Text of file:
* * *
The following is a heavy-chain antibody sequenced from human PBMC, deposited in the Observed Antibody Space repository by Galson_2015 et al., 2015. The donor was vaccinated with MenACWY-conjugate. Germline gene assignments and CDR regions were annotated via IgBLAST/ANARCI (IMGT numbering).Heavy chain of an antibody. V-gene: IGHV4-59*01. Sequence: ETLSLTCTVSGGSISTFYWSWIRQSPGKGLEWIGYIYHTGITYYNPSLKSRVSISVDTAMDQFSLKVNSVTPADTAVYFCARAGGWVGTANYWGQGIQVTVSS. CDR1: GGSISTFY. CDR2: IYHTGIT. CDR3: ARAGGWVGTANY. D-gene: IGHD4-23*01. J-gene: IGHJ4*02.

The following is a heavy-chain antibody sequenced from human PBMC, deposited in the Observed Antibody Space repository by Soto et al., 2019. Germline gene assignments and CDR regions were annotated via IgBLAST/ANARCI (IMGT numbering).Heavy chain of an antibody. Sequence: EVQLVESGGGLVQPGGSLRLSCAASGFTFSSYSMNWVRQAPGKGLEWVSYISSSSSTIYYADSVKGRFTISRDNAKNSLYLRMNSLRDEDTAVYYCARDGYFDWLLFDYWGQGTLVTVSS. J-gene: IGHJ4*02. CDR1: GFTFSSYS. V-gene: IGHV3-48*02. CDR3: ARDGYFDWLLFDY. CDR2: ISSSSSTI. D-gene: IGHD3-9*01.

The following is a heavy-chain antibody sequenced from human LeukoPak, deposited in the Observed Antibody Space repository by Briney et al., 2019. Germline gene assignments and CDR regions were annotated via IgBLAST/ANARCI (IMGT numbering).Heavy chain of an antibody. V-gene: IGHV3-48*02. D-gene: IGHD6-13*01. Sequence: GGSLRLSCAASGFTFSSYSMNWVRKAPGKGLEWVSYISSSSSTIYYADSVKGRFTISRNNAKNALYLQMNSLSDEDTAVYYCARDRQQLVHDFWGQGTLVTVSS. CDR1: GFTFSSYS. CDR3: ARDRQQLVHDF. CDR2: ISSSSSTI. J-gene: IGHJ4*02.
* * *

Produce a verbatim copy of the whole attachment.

The following is a heavy-chain antibody sequenced from human PBMC, deposited in the Observed Antibody Space repository by Galson_2015 et al., 2015. The donor was vaccinated with MenACWY-conjugate. Germline gene assignments and CDR regions were annotated via IgBLAST/ANARCI (IMGT numbering).Heavy chain of an antibody. V-gene: IGHV4-59*01. Sequence: ETLSLTCTVSGGSISTFYWSWIRQSPGKGLEWIGYIYHTGITYYNPSLKSRVSISVDTAMDQFSLKVNSVTPADTAVYFCARAGGWVGTANYWGQGIQVTVSS. CDR1: GGSISTFY. CDR2: IYHTGIT. CDR3: ARAGGWVGTANY. D-gene: IGHD4-23*01. J-gene: IGHJ4*02.

The following is a heavy-chain antibody sequenced from human PBMC, deposited in the Observed Antibody Space repository by Soto et al., 2019. Germline gene assignments and CDR regions were annotated via IgBLAST/ANARCI (IMGT numbering).Heavy chain of an antibody. Sequence: EVQLVESGGGLVQPGGSLRLSCAASGFTFSSYSMNWVRQAPGKGLEWVSYISSSSSTIYYADSVKGRFTISRDNAKNSLYLRMNSLRDEDTAVYYCARDGYFDWLLFDYWGQGTLVTVSS. J-gene: IGHJ4*02. CDR1: GFTFSSYS. V-gene: IGHV3-48*02. CDR3: ARDGYFDWLLFDY. CDR2: ISSSSSTI. D-gene: IGHD3-9*01.

The following is a heavy-chain antibody sequenced from human LeukoPak, deposited in the Observed Antibody Space repository by Briney et al., 2019. Germline gene assignments and CDR regions were annotated via IgBLAST/ANARCI (IMGT numbering).Heavy chain of an antibody. V-gene: IGHV3-48*02. D-gene: IGHD6-13*01. Sequence: GGSLRLSCAASGFTFSSYSMNWVRKAPGKGLEWVSYISSSSSTIYYADSVKGRFTISRNNAKNALYLQMNSLSDEDTAVYYCARDRQQLVHDFWGQGTLVTVSS. CDR1: GFTFSSYS. CDR3: ARDRQQLVHDF. CDR2: ISSSSSTI. J-gene: IGHJ4*02.